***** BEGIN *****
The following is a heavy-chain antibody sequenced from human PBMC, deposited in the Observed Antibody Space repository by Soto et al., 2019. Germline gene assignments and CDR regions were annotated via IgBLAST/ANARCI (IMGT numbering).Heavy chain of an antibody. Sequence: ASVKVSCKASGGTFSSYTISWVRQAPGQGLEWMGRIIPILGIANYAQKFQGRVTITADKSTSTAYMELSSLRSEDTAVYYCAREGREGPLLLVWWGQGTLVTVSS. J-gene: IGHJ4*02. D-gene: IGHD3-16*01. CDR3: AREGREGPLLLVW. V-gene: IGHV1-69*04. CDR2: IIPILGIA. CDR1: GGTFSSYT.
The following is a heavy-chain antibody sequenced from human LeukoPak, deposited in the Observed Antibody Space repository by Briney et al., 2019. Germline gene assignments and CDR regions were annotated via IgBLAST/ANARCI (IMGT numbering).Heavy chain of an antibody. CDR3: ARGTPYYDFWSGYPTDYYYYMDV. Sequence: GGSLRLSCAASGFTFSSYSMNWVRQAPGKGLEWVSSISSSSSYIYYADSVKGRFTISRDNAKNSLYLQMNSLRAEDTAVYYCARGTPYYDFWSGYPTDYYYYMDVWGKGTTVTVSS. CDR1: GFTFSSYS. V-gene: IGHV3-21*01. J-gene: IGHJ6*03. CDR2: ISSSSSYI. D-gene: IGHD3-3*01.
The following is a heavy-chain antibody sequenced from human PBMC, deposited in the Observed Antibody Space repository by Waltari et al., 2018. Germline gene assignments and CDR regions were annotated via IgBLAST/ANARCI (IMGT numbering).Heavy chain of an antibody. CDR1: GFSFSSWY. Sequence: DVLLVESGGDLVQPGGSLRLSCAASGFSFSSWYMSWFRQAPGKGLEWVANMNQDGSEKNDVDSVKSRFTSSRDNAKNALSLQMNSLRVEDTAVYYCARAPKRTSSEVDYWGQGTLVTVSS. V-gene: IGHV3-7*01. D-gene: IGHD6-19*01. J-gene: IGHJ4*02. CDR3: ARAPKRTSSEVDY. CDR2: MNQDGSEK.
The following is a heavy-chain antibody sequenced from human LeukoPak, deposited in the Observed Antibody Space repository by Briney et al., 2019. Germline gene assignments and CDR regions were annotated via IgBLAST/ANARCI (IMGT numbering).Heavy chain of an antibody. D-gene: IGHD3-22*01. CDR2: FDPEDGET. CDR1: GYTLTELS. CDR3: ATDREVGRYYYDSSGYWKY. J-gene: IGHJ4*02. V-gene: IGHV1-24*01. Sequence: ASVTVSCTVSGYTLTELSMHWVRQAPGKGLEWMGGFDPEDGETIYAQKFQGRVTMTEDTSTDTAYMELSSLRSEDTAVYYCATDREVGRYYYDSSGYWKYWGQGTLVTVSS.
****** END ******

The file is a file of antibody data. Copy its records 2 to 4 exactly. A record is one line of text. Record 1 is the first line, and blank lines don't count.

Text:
The following is a heavy-chain antibody sequenced from human LeukoPak, deposited in the Observed Antibody Space repository by Briney et al., 2019. Germline gene assignments and CDR regions were annotated via IgBLAST/ANARCI (IMGT numbering).Heavy chain of an antibody. CDR3: ARGTPYYDFWSGYPTDYYYYMDV. Sequence: GGSLRLSCAASGFTFSSYSMNWVRQAPGKGLEWVSSISSSSSYIYYADSVKGRFTISRDNAKNSLYLQMNSLRAEDTAVYYCARGTPYYDFWSGYPTDYYYYMDVWGKGTTVTVSS. CDR1: GFTFSSYS. V-gene: IGHV3-21*01. J-gene: IGHJ6*03. CDR2: ISSSSSYI. D-gene: IGHD3-3*01.
The following is a heavy-chain antibody sequenced from human PBMC, deposited in the Observed Antibody Space repository by Waltari et al., 2018. Germline gene assignments and CDR regions were annotated via IgBLAST/ANARCI (IMGT numbering).Heavy chain of an antibody. CDR1: GFSFSSWY. Sequence: DVLLVESGGDLVQPGGSLRLSCAASGFSFSSWYMSWFRQAPGKGLEWVANMNQDGSEKNDVDSVKSRFTSSRDNAKNALSLQMNSLRVEDTAVYYCARAPKRTSSEVDYWGQGTLVTVSS. V-gene: IGHV3-7*01. D-gene: IGHD6-19*01. J-gene: IGHJ4*02. CDR3: ARAPKRTSSEVDY. CDR2: MNQDGSEK.
The following is a heavy-chain antibody sequenced from human LeukoPak, deposited in the Observed Antibody Space repository by Briney et al., 2019. Germline gene assignments and CDR regions were annotated via IgBLAST/ANARCI (IMGT numbering).Heavy chain of an antibody. D-gene: IGHD3-22*01. CDR2: FDPEDGET. CDR1: GYTLTELS. CDR3: ATDREVGRYYYDSSGYWKY. J-gene: IGHJ4*02. V-gene: IGHV1-24*01. Sequence: ASVTVSCTVSGYTLTELSMHWVRQAPGKGLEWMGGFDPEDGETIYAQKFQGRVTMTEDTSTDTAYMELSSLRSEDTAVYYCATDREVGRYYYDSSGYWKYWGQGTLVTVSS.